Another recognized important factor of sustainability, success and growth is collaborating partnerships. In the past the City of Leduc has partnered with Leduc County and the Edmonton International Airport to focus efforts to create fire emergency services that meet all the collective needs.

The City of Leduc recognizes the importance and strength of partnerships and has built 33 joint agreements with different programs, initiatives and events in the region.

More positive growth seen by the city recently includes the downtown revival plan. In 2012 the city had developed a master plan, a revival plan plan was adopted in early 2015 and then the project went to tender. However, what came back was too expansive and city council decided to hold off one more year.

There is a squeeze on the project as a large outlet mall being built at the Edmonton International Airport comes to fruition. Krischke wants the downtown and the city ready to welcome the thousands of visitors that would come to the community for the mall and have a strategy in place that will ensure the growth this mall will spur is fully realized.

“We will weather this storm and we will do it together,” said Krischke.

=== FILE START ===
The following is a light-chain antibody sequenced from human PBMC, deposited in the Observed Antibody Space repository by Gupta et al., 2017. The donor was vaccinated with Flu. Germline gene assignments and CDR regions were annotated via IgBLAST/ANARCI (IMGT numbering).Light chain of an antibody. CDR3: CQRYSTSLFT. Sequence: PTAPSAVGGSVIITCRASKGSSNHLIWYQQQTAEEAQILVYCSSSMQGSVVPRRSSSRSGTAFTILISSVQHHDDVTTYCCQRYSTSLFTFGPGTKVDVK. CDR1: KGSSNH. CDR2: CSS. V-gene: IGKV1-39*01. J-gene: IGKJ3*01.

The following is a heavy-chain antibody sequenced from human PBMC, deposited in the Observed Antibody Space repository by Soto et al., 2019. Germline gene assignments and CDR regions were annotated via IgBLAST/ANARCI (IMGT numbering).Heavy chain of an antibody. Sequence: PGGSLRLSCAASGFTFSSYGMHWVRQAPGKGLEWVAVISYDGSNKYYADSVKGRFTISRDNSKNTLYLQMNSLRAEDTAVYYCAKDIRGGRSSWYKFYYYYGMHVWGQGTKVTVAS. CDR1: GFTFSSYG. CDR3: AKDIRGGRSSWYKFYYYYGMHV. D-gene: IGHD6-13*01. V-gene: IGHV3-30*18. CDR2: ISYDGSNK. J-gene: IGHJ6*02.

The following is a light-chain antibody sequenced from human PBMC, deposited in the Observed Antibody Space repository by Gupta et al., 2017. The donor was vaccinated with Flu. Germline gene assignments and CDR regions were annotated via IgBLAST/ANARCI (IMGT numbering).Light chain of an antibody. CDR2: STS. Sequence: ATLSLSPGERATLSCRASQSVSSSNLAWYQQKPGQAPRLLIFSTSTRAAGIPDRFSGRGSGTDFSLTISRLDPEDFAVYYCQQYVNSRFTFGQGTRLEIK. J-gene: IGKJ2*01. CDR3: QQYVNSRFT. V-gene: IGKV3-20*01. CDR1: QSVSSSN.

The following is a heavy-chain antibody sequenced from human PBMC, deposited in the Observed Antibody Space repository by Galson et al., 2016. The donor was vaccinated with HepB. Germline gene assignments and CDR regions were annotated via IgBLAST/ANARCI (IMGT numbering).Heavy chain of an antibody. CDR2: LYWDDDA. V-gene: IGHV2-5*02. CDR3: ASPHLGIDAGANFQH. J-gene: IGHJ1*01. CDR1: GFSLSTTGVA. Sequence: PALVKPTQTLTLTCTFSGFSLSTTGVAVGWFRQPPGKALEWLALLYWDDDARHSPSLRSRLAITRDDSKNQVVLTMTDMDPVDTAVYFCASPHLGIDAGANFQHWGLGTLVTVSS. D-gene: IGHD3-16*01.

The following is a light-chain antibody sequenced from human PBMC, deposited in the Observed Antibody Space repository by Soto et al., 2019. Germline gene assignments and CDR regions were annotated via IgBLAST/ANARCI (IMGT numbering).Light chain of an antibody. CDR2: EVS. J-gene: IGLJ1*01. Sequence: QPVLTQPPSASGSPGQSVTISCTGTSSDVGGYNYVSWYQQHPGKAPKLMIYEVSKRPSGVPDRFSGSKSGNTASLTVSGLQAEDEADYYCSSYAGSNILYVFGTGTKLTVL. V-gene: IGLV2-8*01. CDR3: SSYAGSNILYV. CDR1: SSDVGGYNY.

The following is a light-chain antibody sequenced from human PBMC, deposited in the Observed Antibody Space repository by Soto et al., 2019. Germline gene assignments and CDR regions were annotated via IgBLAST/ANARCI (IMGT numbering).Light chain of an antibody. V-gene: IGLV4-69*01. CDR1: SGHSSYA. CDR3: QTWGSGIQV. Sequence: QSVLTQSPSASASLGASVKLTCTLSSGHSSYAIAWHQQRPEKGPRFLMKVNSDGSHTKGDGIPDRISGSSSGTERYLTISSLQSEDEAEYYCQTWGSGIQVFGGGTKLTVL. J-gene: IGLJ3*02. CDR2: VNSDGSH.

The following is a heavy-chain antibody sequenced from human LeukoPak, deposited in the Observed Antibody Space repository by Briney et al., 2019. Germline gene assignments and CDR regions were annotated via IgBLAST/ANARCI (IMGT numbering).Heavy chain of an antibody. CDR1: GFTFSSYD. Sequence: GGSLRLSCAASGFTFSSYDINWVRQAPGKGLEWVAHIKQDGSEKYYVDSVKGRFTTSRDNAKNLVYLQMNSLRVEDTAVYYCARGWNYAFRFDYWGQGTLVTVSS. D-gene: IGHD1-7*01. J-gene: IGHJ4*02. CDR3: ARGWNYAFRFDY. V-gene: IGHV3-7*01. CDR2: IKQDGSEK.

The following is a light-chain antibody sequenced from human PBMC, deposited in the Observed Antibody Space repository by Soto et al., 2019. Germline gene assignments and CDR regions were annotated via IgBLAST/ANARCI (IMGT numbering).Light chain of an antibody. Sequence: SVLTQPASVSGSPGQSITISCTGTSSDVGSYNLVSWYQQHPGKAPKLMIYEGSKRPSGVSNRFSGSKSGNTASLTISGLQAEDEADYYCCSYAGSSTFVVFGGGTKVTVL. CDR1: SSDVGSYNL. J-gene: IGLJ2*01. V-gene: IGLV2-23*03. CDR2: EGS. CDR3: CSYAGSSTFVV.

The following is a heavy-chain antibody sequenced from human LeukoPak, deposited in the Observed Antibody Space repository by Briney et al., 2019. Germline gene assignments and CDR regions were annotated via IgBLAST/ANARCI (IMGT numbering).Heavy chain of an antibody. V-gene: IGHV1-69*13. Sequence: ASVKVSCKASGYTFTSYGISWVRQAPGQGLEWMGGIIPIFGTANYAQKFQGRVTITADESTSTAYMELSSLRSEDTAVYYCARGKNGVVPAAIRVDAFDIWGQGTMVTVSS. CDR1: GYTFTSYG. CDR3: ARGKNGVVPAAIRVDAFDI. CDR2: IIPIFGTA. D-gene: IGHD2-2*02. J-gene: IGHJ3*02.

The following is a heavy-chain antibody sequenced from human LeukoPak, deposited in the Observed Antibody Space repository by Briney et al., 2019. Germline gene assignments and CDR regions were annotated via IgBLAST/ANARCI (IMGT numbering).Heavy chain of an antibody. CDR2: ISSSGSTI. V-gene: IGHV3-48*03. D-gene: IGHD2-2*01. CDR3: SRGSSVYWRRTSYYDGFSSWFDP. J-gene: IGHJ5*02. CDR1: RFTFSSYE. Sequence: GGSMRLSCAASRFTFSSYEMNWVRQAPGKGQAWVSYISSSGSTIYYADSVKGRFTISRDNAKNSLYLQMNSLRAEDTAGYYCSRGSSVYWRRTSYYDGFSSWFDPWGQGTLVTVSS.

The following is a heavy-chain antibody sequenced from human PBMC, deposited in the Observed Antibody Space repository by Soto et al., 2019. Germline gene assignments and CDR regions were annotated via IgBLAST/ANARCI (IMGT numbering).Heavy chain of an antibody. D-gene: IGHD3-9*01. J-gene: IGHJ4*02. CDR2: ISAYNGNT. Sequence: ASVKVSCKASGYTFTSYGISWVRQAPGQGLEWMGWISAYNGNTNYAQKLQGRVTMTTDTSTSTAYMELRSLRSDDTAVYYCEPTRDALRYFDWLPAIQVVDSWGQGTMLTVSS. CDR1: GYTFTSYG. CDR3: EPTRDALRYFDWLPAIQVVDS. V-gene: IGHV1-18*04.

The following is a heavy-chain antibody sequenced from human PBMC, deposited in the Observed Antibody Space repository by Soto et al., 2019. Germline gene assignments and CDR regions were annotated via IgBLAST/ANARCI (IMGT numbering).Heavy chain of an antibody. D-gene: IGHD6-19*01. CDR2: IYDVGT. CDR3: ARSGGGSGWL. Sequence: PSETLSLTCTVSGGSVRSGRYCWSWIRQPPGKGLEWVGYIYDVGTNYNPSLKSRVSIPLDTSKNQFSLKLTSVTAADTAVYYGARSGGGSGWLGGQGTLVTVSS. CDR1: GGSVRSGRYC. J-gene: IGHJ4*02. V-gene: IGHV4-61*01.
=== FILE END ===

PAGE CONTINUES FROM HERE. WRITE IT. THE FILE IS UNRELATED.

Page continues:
Just Posted

Edmonton International Raceway awards held Nov. 2

EIR awards night theme was “Here Comes the Rain Again, Dress Appropriately!”

Winter Warm Up in Wetaskiwin Nov. 21 to 24

Parade, photos with Santa and so much more in Wetaskiwin

Popular Christmas Checkstop drive returns to Wetaskiwin

2019 Wetaskiwin Charity Checkstop Dec. 7

Wetaskiwin council commits $65k to homeless shelter

Wetaskiwin City Council Allocates Funds to Open Emergency Shelter

Provincial Budget Negatively Impacts WRPS: board chair

WRPS faces over $3 million loss on original budget

Premier vows to fight for oilpatch as drillers forecast almost no growth in 2020

The CAODC said it expects the Canadian drilling rig fleet to continue to shrink

NDP Leader Jagmeet Singh meets Trudeau to discuss throne speech

Top ask was the immediate creation of a national universal Pharmacare program

Jagmeet Singh says he’ll vote against throne speech if NDP requests not met

Singh is to meet with Prime Minister Justin Trudeau on Thursday

Small group of Cherry fans protest his firing at Rogers HQ

One sign at the Toronto rally: ‘Rogers cancels Don, we cancel Rogers’

Ideas for Alberta independence would increase costs, Nenshi says

Province has formed panel to examine how to get what a ‘fairer deal’ from Confederation

Petition to ‘bring back Don Cherry’ goes viral after immigrant poppy rant

Cherry was fired from his co-hosting role for the Coach’s Corner segment on Nov. 11.

‘We love you, Alex!’: Trebek gets choked up by ‘Jeopardy!’ contestant’s answer

The emotional moment came in Monday’s episode when Trebek read Dhruv Gaur’s final answer

Imperial CEO says no to Aspen oilsands project until Alberta oil quotas gone

Imperial confirmed a plan to boost production from its Kearl oilsands mine

Most Read